It is August and the family gathers in the summer house located in south Moravia. We start discussing current affairs in the evening and the obvious topics of Czech and British politics dominate as usual. This is followed by the inevitable complaints about the state of the motorway between Prague and Brno which has been in constant repairs for years and the end is not in sight. Someone suggests that perhaps a crew of guerrilla builders should finish the repairs on the motorway overnight. This is a reference to a guerrilla cleaner who recently, of his own accord, removed an illegal graffiti from the Charles Bridge in Prague. The National Heritage Institute had put together a several week long plan for the removal work which for them required a careful and laborious work under close supervision. Instead, one morning the graffiti is simply gone, cleaned by high pressure steam by a Mr Černý, an independent contractor.
This story has an existentialist flavour not uncommon to the great Central European literature tradition of the 20th century: an institution plans an elaborate action which an individual, questioning the institutional purpose, disrupts. This story is also amusing and as such it is a popular topic in the otherwise silly season amongst friends and at family gatherings like ours. We all laugh at it but then, following the same theme, someone else mentions the reinstallation of the Marian column in Prague. This story is not that amusing. It raises many serious issues, yet it shares several aspects with the graffiti removal anecdote. It puts an individual, or a group of people against an institution, whether it is the National Heritage Institute, local council or the Catholic church.
The Marian column has a rich history and even richer afterlife. The Baroque monument of 14 meters was put up in the Old Town Square in 1652 to commemorate the successful defence of Prague from the Swedish attack in the Thirty Years War, which ended in 1648. Topped with a statue of Virgin Mary, the column also became a symbol of the Habsburg takeover of the Czech lands mainly in political and religious terms. One of the War’s main battles was the Battle of the White Mountain in 1620, in which the Bohemian Protestant revolt was defeated by Catholic armies. This event has been ingrained in the popular consciousness as one of the most traumatic events in the national history and the beginning of hundreds of years of suffering and “enslavement of the people.” Such understanding was promoted especially during the 19th century revival by historians such as František Palacký or writers like Alois Jirásek who named the post-White Mountain era the Dark Ages. T. G. Masaryk also subscribed to this interpretation of Czech history. The installation of the column in the 18th century therefore became a metaphor for the harsh recatholicization of the country, for the dominance by the Habsburgs and their mistreatment of the Czech nation.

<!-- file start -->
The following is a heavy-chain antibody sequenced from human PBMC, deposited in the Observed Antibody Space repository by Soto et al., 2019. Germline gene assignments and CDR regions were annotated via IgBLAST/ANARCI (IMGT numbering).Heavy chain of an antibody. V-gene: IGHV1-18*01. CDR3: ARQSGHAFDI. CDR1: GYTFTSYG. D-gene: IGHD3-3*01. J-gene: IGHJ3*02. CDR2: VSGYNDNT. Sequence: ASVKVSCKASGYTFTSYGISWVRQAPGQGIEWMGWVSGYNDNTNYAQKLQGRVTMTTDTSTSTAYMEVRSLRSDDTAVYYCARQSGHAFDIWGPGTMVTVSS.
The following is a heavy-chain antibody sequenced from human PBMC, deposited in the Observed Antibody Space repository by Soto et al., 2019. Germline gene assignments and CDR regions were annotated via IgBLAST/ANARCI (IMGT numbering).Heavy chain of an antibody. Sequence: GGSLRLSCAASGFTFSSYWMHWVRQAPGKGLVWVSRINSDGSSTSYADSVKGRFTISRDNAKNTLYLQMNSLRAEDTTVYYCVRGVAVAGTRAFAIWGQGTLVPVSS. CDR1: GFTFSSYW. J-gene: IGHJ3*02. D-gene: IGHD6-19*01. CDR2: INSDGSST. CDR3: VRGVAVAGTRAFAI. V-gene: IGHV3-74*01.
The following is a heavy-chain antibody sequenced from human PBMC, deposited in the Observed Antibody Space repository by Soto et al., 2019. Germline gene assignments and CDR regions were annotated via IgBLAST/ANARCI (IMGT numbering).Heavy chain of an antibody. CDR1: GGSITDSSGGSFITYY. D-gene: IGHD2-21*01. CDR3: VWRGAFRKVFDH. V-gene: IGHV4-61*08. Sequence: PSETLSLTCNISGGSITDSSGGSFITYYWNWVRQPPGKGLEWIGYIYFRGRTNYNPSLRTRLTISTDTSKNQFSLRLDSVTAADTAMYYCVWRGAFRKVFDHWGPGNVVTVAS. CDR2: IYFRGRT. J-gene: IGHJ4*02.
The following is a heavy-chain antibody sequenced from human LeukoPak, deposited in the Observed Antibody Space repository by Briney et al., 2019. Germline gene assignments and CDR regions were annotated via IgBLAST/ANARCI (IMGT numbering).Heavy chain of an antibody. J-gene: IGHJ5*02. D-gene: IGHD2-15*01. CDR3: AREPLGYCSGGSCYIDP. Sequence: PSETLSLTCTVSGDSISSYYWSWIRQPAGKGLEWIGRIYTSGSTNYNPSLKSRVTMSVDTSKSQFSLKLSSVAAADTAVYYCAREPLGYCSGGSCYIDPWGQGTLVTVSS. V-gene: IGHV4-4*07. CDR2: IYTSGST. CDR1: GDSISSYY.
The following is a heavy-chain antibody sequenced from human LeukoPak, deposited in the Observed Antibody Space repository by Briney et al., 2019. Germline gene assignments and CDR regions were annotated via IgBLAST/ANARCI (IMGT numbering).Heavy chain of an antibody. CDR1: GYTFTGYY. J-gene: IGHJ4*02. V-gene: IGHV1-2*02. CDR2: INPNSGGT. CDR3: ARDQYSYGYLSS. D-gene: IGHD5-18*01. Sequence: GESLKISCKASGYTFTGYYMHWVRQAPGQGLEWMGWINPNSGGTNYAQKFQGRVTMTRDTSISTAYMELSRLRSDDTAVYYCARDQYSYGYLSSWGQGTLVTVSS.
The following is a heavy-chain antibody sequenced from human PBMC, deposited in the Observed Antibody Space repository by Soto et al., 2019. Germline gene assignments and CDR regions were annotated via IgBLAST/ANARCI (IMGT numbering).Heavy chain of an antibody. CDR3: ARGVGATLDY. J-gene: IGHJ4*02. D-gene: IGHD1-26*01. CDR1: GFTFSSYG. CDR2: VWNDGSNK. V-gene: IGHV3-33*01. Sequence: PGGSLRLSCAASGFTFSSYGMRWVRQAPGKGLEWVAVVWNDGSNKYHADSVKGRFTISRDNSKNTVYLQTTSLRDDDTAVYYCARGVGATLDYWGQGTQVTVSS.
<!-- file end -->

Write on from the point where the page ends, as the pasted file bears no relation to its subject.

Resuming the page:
A few days after the new state of Czechoslovakia was declared in October 1918, a procession to the site of the White Mountain battle commemorated the event. A crowd of animated participants gathered in the Old Town square and “in a wave of patriotic excitement” pulled the column down. The square was left dominated exclusively by Ladislav Šaloun‘s Jan Hus monument, a symbol of the Protestant faith. This was a symbolic gesture which was most probably premeditated and not as spontaneous as it seemed. Even though criticised already at the time, it was nevertheless seen as an expression of the will of the people, instigated by an individual, the anarchist Franta Sauer-Kysela.
Very quickly after it was toppled down, however, calls started appearing for a reinstatement of the monument which temporarily died out with the Communist takeover in 1948. The renewed attempts to put up a “true copy” of the column may surprise. Yet today, they are also lead by an individual, the sculptor Petr Váňa, who already recreated the monument and had parts of it installed in the square. Currently there’s a heated public discussion about the extent to which it is necessary, appropriate and even possible to recover such an ideologically loaded monument. These are supplemented with more technical questions about monumental protection of the historic centre and construction laws in inner Prague. Recently, nearly thirty art historians and experts from various fields expressed their disagreement with the reinstallation in a letter (in Czech) to the Prague mayor. They emphasised the complex ideological meanings that the column has carried with its Habsburg legacy and they pointed to the impossibility to reconstruct the column accurately. A few counter-voices from a couple of art historians and especially Catholics dismissed their concerns, stressing other reconstructions and revisions of historic spaces in Prague.
The question whether the monument will be erected is therefore still open; and if it is, it may also provide an important precedent for how we think about and work with ideologically burdened works of art, design or architecture. And perhaps, we will see rebuilding of the Old Town Hall next, part of which was destroyed during the WWII bombings. For many it may be a blessing because, as a member of my family pointed out in relation to the Marian column, at least it would get rid of those horrible stalls with kitsch trinkets in Prague’s major square. On a more serious note, this discussion also indicates that the past is very much alive.
 28. říjen a první dny svobody Když zlomeny okovy : Dějiny naší revoluce slovem i obrazem (Prague: E. Šolc, 1919), 32.
 Franta Sauer, Naše luza jesuité a diplomaté. historický doklad svržení mariánského sloupu na Staroměstském náměstí v Praze (Prague: v.n., 1923). Cf. Cynthia J. Paces, ‘”The Czech nation must be Catholic!”: An alternative version of Czech nationalism during the first republic,’ Nationalities Papers 27.3 (1999) pp. 407-428.